05 Sep Judge Rules AI Artwork Can’t Be Copyrighted
On August 18, US District Court Judge Beryl A. Howell ruled that the AI generated artwork cannot be copyrighted. The decision came in Thaler v. Perlmutter, a case in which AI scientist Dr. Stephen Thaler sued Shira Perlmutter, the Register of Copyrights after the Copyright Office refused to register the copyright for a purely AI generated work he had submitted. The court decision supports the Copyright Office’s position that only works authored by human beings can be copyrighted.
How the Case Came into Being
The artwork in question, “A Recent Entrance to Paradise,” was generated in 2012 by Creativity Machine, an AI system Dr. Thaler had created. In 2018, Thaler submitted a copyright registration application for the work, with Creativity Machine listed as the claimant or author. However, on the application, Thaler listed himself as a co-claimant, stating that since he is the owner of Creativity Machine, the work was generated as a work-for-hire to him. (Thaler’s assertion that the artwork was work-for-hire is puzzling. Under a work-for-hire agreement, the “author” or creator of the work is not that artist who produced it, but rather the hiring entity. However, under copyright law, work for hire agreements must meet certain requirements, including that both parties – the person creating the work and the hiring entity – expressly agree in writing that the work is “work-for-hire”. See the Copyright Office’s circular on Works Made for Hire.)
The Copyright Office rejected Thaler’s registration application on the grounds that the artwork “lacks the human authorship necessary to support a copyright claim” (our italics). Thaler twice requested a reconsideration of his application, stating that the Office’s position is “unconstitutional”. Both requests for reconsideration were refused. In their response, the Office stated “copyright law only protects ‘the fruits of intellectual labor’ that ‘are founded in the creative powers of the [human] mind’”. They also cited numerous Supreme and lower court cases, writing “The Office is compelled to follow Supreme Court precedent, which makes human authorship an essential element of copyright protection.”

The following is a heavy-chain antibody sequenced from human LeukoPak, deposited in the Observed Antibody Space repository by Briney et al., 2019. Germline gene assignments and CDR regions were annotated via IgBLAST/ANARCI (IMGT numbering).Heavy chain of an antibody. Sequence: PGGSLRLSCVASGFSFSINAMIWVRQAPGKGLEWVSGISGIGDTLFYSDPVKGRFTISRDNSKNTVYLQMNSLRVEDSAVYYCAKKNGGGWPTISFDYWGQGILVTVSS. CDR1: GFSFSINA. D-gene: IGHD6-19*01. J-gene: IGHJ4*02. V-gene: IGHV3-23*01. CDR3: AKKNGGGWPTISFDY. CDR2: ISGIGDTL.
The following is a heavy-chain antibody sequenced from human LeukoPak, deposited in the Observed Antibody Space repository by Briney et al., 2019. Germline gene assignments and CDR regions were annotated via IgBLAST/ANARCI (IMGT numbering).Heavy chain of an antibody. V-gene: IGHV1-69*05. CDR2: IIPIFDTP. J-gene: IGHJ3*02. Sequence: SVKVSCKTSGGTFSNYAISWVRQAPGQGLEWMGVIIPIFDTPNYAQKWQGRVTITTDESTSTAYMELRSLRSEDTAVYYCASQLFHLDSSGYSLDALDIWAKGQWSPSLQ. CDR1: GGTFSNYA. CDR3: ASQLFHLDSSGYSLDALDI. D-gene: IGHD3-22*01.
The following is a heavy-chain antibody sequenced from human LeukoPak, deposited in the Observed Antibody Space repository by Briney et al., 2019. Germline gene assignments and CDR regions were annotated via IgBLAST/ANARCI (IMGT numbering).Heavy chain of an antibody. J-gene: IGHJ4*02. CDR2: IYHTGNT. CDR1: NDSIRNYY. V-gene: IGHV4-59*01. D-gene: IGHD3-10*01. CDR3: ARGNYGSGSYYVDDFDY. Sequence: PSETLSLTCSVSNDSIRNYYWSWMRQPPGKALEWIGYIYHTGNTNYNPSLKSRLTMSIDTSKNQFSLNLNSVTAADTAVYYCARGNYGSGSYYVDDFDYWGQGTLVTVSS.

Thaler then decided to sue the Copyright Office in District Court, asking the court for a summary judgement on “whether a work autonomously generated by an AI system is copyrightable.” Judge Howell’s ruling rejected Thaler’s argument, stating “United States copyright law protects only works of human creation.” Her decision cited numerous cases in which courts refused to recognize copyright in works created without human involvement, such as claims involving celestial beings, a cultivated garden, and a monkey.
IP Protection and AI
Thaler has stated that he intends to appeal the court’s judgement. He also has made repeated attempts to have purely AI-generated works receive some form of intellectual property protection. He currently has a case in front of the UK’s Supreme Court, seeking patent recognition for some works his AI system “DABUS” generated. His patent applications in Australia, the EU, and the United States have all been rejected. Last year, he sued the US Patent and Trademarks Office over their rejection of his application, lost that case, and is appealing the decision.
Thaler’s effort are less about extending IP protection to AI works and more about recognizing AI as sentient. Wired Magazine quotes Thaler as saying: “DABUS and all of this intellectual property is not about setting precedents with the law. It’s about setting precedents in terms of human acceptance… There is a new species here on Earth, and it’s called DABUS.”
The belief that AI is sentient is not widely held, and Thaler has been accused of anthropomorphizing his systems. But the emergence of AI has raised fundamental questions on how much human authorship is necessary to make a work copyrightable, and how the copyright system can continue to incentivize creators. For the human artists the most impacted by generative AI, how these questions are resolved is critical.